The Putnam Global Risk Appetite (RA) Index is a proprietary quantitative model that aims to measure investors’ willingness to invest in risky assets, including equities, commodities, high-yield bonds, and other spread sectors. With a composite view of risk-appetite signals across a broad mix of asset types, Putnam’s RA Index provides a framework for discussing investor preferences and can signal trend changes in broad market sentiment.

Risk appetite turns lower


September was a risk-off month on higher rates, slow growth expectations


  • Among fixed-income assets, U.S. Treasury securities underperformed the most.
  • Stocks in Japan gained as U.S. — including the technology-heavy Nasdaq Composite — and global equity indexes declined.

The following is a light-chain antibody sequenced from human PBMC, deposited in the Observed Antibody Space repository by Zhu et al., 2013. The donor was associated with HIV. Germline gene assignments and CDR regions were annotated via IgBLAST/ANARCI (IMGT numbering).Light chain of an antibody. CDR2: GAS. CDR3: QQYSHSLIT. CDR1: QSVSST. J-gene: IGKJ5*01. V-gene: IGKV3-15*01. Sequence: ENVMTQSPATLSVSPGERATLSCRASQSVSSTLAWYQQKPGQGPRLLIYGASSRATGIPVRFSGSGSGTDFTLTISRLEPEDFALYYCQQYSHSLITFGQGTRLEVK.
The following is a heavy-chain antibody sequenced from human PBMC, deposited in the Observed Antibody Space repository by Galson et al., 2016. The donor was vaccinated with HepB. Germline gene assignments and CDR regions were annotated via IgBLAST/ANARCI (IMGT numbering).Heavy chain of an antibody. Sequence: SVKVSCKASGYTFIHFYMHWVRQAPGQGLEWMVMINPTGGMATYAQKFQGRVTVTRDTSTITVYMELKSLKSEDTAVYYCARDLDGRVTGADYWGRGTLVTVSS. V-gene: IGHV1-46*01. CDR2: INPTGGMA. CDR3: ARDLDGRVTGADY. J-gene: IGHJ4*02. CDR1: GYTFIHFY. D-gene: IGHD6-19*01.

• Non-U.S. assets were affected by a strong dollar and higher exposure to China, and parts of Europe.
  • Energy commodities were the star performers due to the energy crisis.
  • Precious metals dropped, while industrial metals were mixed.
risk key


This 10-year illustration captures the cyclicality of investors' appetite for risk.

risk key

Sept–Nov '11

Eruption and subsequent clearing of concerns over EU sovereign debt crisis, U.S. debt ceiling, and fear of China hard landing drive major risk sell-off and rally.

March '16–Jan '18

Risk assets rally amid improving commodity prices, perceived stability in China's macro data, and expectations for gradualist Fed policy.

March '20–present

The coronavirus pandemic has created swings in global risk appetite.

Source: Putnam. Data as September 30, 2021. To create the Global Risk Appetite Index, we weigh the monthly relative returns of 30 different asset classes over 3-month T-bills relative to the trailing 2-year volatility of each asset class. The higher the relative return and the lower the volatility, the greater the risk appetite; conversely, the lower the relative return and the higher the volatility, the stronger the risk aversion.